Dr. Swann Debates Bill 205 – Advocate for Persons with Disabilities Act, 2017 (Committee of the Whole) – 23 May 2017

Taken from the Alberta Hansard for Tuesday, May 23, 2017.

Bill 205 – Advocate for Persons with Disabilities Act, 2017 (Committee of the Whole)

The Chair: We are currently debating amendment A1. Are there any further speakers to this amendment? The hon. Member for Calgary-Mountain View.

Dr. Swann: Thank you, Madam Chair. I would like to propose an amendment, and I have spoken to both the minister and the Member for Calgary-North West about the concerns with the current proposed amendment from the government.

The Chair: Hon. member, can I just clarify? Are you proposing a subamendment to amendment A1?

Dr. Swann: Yes.

The Chair: Okay.

Dr. Swann: My understanding is that unless the government withdraws its amendment, this would not be . . .

The Chair: Just clarifying that it’s a subamendment, to get the terminology right.

Dr. Swann: Okay.

The Chair: Go ahead.

Dr. Swann: Well, I have the appropriate number of copies, Madam Chair. My understanding is that – yeah. Well, I’ll propose it as is. It seeks to establish the advocate for persons with disabilities as an officer of the Legislature instead of an advocate within the ministry.

The Chair: Hon. member, if you could give me a second until we have the original here at the table so we can make sure we’ve got . . .

Dr. Swann: Sure.

The Chair: Hon. member, I’ve been advised that this is not in a subamendment format. It’s an actual amendment, so we have to deal with amendment A1 first before we can get to your proposed amendment. It’s not in order to move it right at the moment. We have to finish up with amendment A1.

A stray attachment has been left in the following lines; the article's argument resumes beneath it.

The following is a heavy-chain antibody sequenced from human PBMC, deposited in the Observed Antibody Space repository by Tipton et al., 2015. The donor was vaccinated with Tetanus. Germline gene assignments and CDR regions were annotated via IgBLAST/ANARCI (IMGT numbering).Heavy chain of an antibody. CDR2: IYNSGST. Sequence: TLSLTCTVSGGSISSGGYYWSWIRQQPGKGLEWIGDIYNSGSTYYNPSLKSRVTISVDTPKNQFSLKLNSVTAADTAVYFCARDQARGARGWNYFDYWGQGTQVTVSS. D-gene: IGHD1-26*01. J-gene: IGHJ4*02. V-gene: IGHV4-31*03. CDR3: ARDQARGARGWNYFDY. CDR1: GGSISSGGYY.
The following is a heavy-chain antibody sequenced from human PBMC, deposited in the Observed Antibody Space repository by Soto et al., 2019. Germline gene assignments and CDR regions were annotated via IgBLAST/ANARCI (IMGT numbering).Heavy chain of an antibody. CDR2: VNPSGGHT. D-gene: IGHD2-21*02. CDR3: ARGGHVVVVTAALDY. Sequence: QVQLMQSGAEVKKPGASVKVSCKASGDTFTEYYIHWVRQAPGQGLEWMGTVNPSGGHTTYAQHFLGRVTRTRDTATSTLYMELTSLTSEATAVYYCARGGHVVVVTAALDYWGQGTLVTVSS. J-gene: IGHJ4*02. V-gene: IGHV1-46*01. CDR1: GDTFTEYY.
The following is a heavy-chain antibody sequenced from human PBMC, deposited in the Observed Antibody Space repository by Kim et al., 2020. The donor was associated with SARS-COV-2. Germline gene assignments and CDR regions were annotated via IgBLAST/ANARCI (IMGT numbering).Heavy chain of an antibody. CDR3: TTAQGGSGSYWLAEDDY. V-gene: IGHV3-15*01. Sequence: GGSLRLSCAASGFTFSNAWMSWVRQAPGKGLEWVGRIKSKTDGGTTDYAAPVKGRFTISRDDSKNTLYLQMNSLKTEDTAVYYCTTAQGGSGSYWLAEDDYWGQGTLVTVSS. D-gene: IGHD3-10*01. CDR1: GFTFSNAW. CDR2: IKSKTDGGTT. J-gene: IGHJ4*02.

Dr. Swann: Could I speak, then, to the amendment and why I think . . .

The Chair: You could speak to amendment A1 if you wish, but you can’t move another amendment while we’ve got A1 on the floor.

Dr. Swann: Well, I guess my argument, then, would be that I would request that the minister withdraw his amendment to allow the debate to happen on this amendment because otherwise there won’t be a debate on the independence of the advocate. That would be my argument, Madam Chair. Could I proceed?

The Chair: Go ahead if you want to speak to the amendment, and you can, you know, make your case, as it may be. Absolutely.

Dr. Swann: Thank you. I understand that the establishment of an advocate for persons with disabilities under the ministry is being proposed. I am suggesting that the advocate be independent of the ministry and that the advocate be an independent officer of the Legislature.

The amendment obviously cannot be introduced at this time because there is an amendment on the floor which would preclude the opportunity to have this debate. It raises the whole question of informing the government of amendments when they have the ability to stop that amendment by anticipating the proposal of an amendment.

Let me first say that I fully support the establishment of an advocate for persons with disabilities. It’s laudable. It’s essential. Unfortunately, in this case it is not going to be as effective or create the accountability that I think we all want in an advocate. Having been an MLA for over a decade, I can tell you that there have always been constituents seeking navigation and system change within the AISH and the PDD systems. Bill 205 proposes the creation of an advocate’s office similar to the Health, Seniors, and Mental Health Patient advocates, all of whom report to the minister and whose funding is determined by the minister. In the past this has led to advocates being unable to fulfill their mandates due to lack of resources or impingement on their freedom to express concerns because they are employed by the ministry.

That’s why after almost a decade the Child and Youth Advocate became independent, because it was clear that the advocate was not able to say the tough things that the minister didn’t want to hear. It took a tremendous amount of leadership and political will from the public and child advocates to get that advocate independent. Indeed, in the 2014-15 annual report of the mental health advocate, it was stated explicitly: